Finnish and Swedish

Linguistic rights are based on section 17 of the Constitution. The Language Act contains more detailed provisions on the linguistic rights laid down in the Constitution, and it applies to the Finnish and Swedish languages. Everyone has the right to use Finnish or Swedish before a state authority and an authority of a bilingual municipality. Similarly, a bilingual authority must serve the public both in Finnish and in Swedish and provide information in both of these languages. Citizens of other countries have the same rights as Finnish citizens to use Finnish or Swedish before the authorities. In addition to the acts mentioned above, for example the Act on the Status and Rights of Patients and the Criminal Investigation Act contain provisions governing the linguistic rights.

The main principle is, however, that the authorities are not obliged to use any other language than Finnish or Swedish. Instead, the authority may be obliged to arrange interpretation into a language that the client understands. The client does not, with the exception of Finnish, Swedish and the Saami languages, have a subjective right to use his or her own language before an authority, but the rights are limited to the use of a language that the client understands. The Language Act does not apply to Åland; the provisions concerning language affairs there are laid down in the Act on the Autonomy of Åland.

All authorities are obliged to ensure that they comply with the Language Act in their activities. If you experience that an authority has acted in breach of the obligations laid down in the Language Act, you should first contact the authority in question. The Parliamentary Ombudsman and the Chancellor of Justice are the supreme overseers of legality. If you have experienced or witnessed language-based discrimination, you may contact the Non-Discrimination Ombudsman. Depending on the matter, you may also contact the municipal social services ombudsman, the patient ombudsman of a health care unit, a regional state administrative agency or a higher-level agency, such as the relevant ministry, if you perceive shortcomings in the language use within service provision.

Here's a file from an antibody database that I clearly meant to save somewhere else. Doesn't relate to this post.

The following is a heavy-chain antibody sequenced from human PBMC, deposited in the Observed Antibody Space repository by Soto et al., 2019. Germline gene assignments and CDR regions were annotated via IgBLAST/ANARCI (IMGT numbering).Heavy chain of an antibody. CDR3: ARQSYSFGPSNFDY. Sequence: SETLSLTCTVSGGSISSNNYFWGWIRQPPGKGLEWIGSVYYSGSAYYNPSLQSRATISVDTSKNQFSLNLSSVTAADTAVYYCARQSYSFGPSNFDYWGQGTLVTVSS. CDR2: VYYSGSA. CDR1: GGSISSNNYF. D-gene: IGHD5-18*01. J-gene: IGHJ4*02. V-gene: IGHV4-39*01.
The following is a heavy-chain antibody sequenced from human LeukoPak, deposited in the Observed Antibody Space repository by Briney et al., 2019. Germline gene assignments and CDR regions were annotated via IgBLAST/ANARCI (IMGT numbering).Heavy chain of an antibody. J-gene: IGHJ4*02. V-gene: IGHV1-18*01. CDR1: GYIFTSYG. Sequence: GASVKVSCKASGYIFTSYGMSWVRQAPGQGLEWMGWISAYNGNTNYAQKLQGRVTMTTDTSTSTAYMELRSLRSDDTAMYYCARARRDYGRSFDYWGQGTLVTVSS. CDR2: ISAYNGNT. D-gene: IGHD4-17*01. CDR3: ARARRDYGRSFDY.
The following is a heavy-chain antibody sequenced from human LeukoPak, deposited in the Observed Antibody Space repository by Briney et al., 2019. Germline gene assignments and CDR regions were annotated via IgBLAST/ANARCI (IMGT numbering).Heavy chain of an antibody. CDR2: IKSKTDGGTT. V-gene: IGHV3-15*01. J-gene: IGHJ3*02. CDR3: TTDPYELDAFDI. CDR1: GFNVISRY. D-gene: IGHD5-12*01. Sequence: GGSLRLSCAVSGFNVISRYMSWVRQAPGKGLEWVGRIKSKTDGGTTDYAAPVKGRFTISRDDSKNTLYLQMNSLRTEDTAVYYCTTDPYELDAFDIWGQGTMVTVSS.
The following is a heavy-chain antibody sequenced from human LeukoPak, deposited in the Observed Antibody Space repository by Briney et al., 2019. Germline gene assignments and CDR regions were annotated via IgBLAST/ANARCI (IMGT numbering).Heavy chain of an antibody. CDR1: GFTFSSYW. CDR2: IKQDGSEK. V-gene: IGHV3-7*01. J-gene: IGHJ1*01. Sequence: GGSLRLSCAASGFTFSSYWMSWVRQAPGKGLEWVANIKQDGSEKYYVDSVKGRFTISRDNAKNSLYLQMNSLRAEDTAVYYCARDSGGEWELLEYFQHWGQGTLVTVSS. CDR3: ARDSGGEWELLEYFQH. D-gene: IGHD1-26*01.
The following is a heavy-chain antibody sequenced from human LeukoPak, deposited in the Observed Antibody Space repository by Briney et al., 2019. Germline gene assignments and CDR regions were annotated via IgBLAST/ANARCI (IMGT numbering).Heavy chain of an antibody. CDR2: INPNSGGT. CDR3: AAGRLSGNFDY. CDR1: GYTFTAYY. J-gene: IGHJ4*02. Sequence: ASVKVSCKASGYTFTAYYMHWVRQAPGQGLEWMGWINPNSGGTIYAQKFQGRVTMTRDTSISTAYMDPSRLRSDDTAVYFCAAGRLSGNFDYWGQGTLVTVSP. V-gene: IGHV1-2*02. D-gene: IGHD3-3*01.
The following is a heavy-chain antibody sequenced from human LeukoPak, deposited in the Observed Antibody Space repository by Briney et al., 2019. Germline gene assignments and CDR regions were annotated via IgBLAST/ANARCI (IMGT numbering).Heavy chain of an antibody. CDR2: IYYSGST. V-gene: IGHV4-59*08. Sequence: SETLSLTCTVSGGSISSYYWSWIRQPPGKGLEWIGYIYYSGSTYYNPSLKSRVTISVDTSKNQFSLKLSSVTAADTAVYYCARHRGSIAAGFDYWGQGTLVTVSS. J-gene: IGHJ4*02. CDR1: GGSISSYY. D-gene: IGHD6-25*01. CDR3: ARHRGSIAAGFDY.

The on the Knowledge of Languages Required of Personnel in Public Bodies, which is closely connected to the Language Act, applies to both government and municipal employees. Under the Act, authorities are responsible for maintaining the practical language skills of their employees, for example through training. In the recruitment of new personnel, attention should be paid to the actual language skills required in the job. Language proficiency requirements may be set for government officials only by an act or a decree. Local authorities and joint municipal authorities decide on the language proficiency requirements set for their personnel themselves. The Finnish National Agency for Education is responsible for the language proficiency tests and the National Certificates of Language Proficiency.  


The Unit for Democracy, Language Affairs and Fundamental Rights at the Ministry of Justice monitors the enforcement and application of the language legislation and issues recommendations in questions related to the legislation concerning the national languages.

The Strategy for the National Languages of Finland expresses the Government’s desire to preserve two viable national languages, Finnish and Swedish, far into the future and introduces concrete measures that need to be taken to achieve this objective.

Every four years, the Government submits to Parliament a report describing how the authorities have applied the language legislation. The report is intended mainly for decision-makers and authorities, but it contains useful information also for citizens. The Ministry of Justice prepares the Government report, which deals with, for example, advancements and shortcomings in matters related to linguistic rights.